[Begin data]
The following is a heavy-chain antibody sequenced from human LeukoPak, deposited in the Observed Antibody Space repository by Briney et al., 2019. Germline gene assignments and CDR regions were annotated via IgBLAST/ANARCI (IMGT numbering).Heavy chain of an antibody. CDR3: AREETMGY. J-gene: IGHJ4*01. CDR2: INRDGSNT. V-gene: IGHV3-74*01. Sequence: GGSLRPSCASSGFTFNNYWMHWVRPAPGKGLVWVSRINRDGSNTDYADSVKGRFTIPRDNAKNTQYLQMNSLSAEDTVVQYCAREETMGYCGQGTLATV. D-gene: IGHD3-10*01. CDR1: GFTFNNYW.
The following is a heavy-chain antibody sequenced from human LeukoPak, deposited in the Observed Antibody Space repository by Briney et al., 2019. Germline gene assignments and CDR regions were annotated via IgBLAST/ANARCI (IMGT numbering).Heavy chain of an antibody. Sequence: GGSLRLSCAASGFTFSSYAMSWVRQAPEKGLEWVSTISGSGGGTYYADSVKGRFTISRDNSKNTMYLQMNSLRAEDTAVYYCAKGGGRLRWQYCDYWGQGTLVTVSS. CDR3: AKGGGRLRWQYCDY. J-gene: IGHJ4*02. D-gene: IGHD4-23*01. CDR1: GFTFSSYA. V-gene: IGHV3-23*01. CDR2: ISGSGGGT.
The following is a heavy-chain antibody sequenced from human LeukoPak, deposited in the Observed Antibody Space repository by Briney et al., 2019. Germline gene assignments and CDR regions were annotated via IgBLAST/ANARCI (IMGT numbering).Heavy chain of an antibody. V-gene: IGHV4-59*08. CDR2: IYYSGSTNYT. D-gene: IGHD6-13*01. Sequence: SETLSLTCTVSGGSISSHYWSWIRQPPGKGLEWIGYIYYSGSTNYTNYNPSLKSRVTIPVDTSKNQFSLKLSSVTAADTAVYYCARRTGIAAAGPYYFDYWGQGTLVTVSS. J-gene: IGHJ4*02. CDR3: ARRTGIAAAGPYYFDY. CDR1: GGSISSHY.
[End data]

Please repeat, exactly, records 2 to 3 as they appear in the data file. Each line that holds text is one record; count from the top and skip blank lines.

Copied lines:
The following is a heavy-chain antibody sequenced from human LeukoPak, deposited in the Observed Antibody Space repository by Briney et al., 2019. Germline gene assignments and CDR regions were annotated via IgBLAST/ANARCI (IMGT numbering).Heavy chain of an antibody. Sequence: GGSLRLSCAASGFTFSSYAMSWVRQAPEKGLEWVSTISGSGGGTYYADSVKGRFTISRDNSKNTMYLQMNSLRAEDTAVYYCAKGGGRLRWQYCDYWGQGTLVTVSS. CDR3: AKGGGRLRWQYCDY. J-gene: IGHJ4*02. D-gene: IGHD4-23*01. CDR1: GFTFSSYA. V-gene: IGHV3-23*01. CDR2: ISGSGGGT.
The following is a heavy-chain antibody sequenced from human LeukoPak, deposited in the Observed Antibody Space repository by Briney et al., 2019. Germline gene assignments and CDR regions were annotated via IgBLAST/ANARCI (IMGT numbering).Heavy chain of an antibody. V-gene: IGHV4-59*08. CDR2: IYYSGSTNYT. D-gene: IGHD6-13*01. Sequence: SETLSLTCTVSGGSISSHYWSWIRQPPGKGLEWIGYIYYSGSTNYTNYNPSLKSRVTIPVDTSKNQFSLKLSSVTAADTAVYYCARRTGIAAAGPYYFDYWGQGTLVTVSS. J-gene: IGHJ4*02. CDR3: ARRTGIAAAGPYYFDY. CDR1: GGSISSHY.